(d) a means for making contact between said second end of said translating arm and the rims of said wedge shaped recess, said means attached to said second end of the translating arm so that said means is drawn into the detent of the recess when hydraulic pressure is absent, and driven into the wide end of the wedge when hydraulic pressure is present, respectively inhibiting and enabling rotation of the flight control surface about its hinge axis.
2. The apparatus recited in claim 1, wherein the means for making contact between the end of the translating arm and the rims of the wedge shaped recess is a locking roller rotatably mounted on the translating arm and making contact with the rim of the wedge shaped recess.
The invention described herein may be manufactured and used by or for the Government of the United States for all governmental purposes without the payment of any royalty.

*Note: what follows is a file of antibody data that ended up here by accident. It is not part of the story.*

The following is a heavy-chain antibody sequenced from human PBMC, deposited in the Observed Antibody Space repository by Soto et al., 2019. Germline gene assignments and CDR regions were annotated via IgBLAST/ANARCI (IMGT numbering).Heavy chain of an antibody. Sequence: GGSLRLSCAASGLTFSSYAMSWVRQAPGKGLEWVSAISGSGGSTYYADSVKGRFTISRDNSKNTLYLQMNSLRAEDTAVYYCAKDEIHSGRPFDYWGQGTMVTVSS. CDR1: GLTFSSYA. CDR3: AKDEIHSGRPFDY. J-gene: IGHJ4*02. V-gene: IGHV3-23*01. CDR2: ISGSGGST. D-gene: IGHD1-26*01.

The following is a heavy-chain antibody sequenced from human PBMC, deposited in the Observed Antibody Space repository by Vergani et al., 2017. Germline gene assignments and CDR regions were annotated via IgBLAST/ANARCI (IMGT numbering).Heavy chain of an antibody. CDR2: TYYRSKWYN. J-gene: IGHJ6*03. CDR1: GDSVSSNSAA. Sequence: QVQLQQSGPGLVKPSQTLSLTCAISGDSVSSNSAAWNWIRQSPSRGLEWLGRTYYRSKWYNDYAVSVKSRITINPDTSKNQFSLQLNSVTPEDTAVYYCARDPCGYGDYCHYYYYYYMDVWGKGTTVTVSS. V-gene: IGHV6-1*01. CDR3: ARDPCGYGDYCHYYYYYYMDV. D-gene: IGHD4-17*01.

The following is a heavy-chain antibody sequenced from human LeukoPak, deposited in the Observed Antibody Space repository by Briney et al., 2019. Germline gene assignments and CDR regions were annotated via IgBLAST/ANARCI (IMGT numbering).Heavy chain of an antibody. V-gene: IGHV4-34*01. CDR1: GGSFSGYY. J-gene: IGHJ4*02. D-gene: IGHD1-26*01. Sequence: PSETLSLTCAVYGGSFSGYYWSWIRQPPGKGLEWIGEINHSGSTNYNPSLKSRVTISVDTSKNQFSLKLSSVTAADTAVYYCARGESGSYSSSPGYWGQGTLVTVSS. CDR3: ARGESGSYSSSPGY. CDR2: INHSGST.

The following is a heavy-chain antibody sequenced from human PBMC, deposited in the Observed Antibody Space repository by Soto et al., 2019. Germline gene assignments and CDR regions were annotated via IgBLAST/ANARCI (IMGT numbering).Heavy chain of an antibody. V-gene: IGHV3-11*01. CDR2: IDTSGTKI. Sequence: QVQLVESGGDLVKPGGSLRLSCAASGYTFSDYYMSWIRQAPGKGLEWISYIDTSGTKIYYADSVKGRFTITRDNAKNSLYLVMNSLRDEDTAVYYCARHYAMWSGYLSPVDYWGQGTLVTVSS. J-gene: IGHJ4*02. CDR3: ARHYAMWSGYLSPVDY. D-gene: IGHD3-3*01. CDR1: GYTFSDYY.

(1) Field of the Invention
This invention relates to aircraft control surfaces and more particularly to a means of inhibiting uncontrolled flutter of a control surface when a hydraulic pressure failure occurs.
(2) Description of the Prior Art
Most modern jet transport aircraft assure adequate communication between the pilot and the control surfaces to overcome problems such as control surface jams or component failures. This is conventionally accomplished by redundancies in the control system. Unfortunately, flutter prevention demands an even higher standard with respect to each of the individual control surfaces. To overcome the potential danger of flutter the surfaces must be able to cope with failures in combination, such as the concurrent loss of two hydraulic systems, the loss of one hydraulic system plus a structural disconnect at the remaining operable actuator, and in remote cases, the structural disconnect of more than one actuator, assuming the control surface has only two actuators and one is a redundant unit.